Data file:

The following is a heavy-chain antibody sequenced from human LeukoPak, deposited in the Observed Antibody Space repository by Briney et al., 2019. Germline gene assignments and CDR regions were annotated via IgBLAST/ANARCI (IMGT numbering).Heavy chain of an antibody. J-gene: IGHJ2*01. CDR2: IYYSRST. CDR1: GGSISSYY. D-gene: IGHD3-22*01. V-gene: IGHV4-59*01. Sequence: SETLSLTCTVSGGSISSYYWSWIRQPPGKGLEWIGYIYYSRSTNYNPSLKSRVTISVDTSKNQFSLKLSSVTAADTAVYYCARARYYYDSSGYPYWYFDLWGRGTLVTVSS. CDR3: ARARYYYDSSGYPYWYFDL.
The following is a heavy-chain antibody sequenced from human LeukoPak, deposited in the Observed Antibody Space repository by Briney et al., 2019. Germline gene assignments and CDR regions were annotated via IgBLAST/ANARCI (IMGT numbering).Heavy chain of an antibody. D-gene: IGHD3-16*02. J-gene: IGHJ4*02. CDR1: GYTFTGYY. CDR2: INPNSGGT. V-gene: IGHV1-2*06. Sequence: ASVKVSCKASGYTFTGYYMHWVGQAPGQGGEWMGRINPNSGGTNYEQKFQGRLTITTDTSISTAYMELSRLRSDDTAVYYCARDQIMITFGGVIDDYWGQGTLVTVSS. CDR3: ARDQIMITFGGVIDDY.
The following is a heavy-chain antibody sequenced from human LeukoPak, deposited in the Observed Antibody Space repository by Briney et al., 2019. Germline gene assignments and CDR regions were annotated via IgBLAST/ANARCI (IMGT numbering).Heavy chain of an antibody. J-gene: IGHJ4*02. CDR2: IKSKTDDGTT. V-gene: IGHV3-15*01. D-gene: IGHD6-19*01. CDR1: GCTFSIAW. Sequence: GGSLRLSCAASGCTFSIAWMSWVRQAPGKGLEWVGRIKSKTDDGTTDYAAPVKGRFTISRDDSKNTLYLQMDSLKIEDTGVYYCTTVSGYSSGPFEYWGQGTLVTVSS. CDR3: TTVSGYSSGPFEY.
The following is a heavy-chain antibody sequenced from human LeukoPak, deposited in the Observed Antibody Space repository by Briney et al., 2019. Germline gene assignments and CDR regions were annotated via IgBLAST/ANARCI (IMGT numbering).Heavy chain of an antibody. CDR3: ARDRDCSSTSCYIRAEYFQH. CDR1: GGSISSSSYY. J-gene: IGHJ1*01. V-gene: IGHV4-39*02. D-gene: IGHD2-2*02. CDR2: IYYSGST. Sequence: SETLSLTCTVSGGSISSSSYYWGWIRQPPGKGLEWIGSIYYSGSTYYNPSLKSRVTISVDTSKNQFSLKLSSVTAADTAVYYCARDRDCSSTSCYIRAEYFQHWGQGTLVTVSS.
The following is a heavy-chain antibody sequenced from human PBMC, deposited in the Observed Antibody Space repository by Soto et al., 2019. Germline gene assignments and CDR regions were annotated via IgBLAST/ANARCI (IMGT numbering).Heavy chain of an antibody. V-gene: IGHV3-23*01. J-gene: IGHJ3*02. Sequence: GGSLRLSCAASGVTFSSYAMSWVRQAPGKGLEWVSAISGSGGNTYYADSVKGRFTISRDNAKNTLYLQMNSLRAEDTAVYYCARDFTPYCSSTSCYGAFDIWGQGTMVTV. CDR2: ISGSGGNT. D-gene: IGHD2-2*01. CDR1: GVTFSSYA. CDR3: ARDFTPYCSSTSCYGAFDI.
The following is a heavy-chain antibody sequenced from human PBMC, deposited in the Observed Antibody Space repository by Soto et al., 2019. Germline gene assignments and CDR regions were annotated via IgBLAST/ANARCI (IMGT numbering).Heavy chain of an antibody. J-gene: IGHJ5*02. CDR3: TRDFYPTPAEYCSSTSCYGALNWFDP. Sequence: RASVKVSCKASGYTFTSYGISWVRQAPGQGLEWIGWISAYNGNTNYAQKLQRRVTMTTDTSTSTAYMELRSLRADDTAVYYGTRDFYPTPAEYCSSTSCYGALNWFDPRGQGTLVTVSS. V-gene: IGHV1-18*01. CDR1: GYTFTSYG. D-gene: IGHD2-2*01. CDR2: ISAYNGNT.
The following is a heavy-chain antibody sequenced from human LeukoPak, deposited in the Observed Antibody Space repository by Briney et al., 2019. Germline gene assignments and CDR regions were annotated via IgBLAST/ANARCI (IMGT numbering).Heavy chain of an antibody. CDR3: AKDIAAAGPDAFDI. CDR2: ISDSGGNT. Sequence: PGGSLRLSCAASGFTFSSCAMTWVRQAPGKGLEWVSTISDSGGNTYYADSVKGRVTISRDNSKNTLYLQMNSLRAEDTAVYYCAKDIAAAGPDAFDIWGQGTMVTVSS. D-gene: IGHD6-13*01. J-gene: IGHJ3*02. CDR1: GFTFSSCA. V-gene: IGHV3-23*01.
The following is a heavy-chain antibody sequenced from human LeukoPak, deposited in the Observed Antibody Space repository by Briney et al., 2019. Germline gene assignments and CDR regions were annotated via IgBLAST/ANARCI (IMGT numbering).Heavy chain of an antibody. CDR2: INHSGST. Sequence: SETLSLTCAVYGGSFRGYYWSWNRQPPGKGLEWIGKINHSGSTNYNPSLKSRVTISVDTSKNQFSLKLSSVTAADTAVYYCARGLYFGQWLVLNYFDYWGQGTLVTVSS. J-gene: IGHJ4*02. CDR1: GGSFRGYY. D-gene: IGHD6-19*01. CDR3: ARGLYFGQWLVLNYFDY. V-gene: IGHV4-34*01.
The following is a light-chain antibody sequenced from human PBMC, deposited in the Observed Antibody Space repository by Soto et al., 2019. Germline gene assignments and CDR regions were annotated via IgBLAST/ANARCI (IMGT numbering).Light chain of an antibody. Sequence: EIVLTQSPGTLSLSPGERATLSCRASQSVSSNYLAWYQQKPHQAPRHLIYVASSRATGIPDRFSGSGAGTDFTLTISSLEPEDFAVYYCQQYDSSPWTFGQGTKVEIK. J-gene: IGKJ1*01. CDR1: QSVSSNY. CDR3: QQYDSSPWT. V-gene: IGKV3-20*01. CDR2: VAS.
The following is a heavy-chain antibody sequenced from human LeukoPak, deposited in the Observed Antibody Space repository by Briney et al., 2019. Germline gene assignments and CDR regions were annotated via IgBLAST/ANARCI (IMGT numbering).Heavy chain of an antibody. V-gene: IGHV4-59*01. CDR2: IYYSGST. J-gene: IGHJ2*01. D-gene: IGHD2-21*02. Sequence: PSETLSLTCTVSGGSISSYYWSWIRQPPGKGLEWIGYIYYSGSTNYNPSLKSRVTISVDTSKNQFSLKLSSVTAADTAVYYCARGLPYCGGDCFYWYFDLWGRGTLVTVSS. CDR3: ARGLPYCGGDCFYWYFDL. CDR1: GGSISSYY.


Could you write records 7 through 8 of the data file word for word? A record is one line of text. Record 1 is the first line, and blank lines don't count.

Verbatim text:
The following is a heavy-chain antibody sequenced from human LeukoPak, deposited in the Observed Antibody Space repository by Briney et al., 2019. Germline gene assignments and CDR regions were annotated via IgBLAST/ANARCI (IMGT numbering).Heavy chain of an antibody. CDR3: AKDIAAAGPDAFDI. CDR2: ISDSGGNT. Sequence: PGGSLRLSCAASGFTFSSCAMTWVRQAPGKGLEWVSTISDSGGNTYYADSVKGRVTISRDNSKNTLYLQMNSLRAEDTAVYYCAKDIAAAGPDAFDIWGQGTMVTVSS. D-gene: IGHD6-13*01. J-gene: IGHJ3*02. CDR1: GFTFSSCA. V-gene: IGHV3-23*01.
The following is a heavy-chain antibody sequenced from human LeukoPak, deposited in the Observed Antibody Space repository by Briney et al., 2019. Germline gene assignments and CDR regions were annotated via IgBLAST/ANARCI (IMGT numbering).Heavy chain of an antibody. CDR2: INHSGST. Sequence: SETLSLTCAVYGGSFRGYYWSWNRQPPGKGLEWIGKINHSGSTNYNPSLKSRVTISVDTSKNQFSLKLSSVTAADTAVYYCARGLYFGQWLVLNYFDYWGQGTLVTVSS. J-gene: IGHJ4*02. CDR1: GGSFRGYY. D-gene: IGHD6-19*01. CDR3: ARGLYFGQWLVLNYFDY. V-gene: IGHV4-34*01.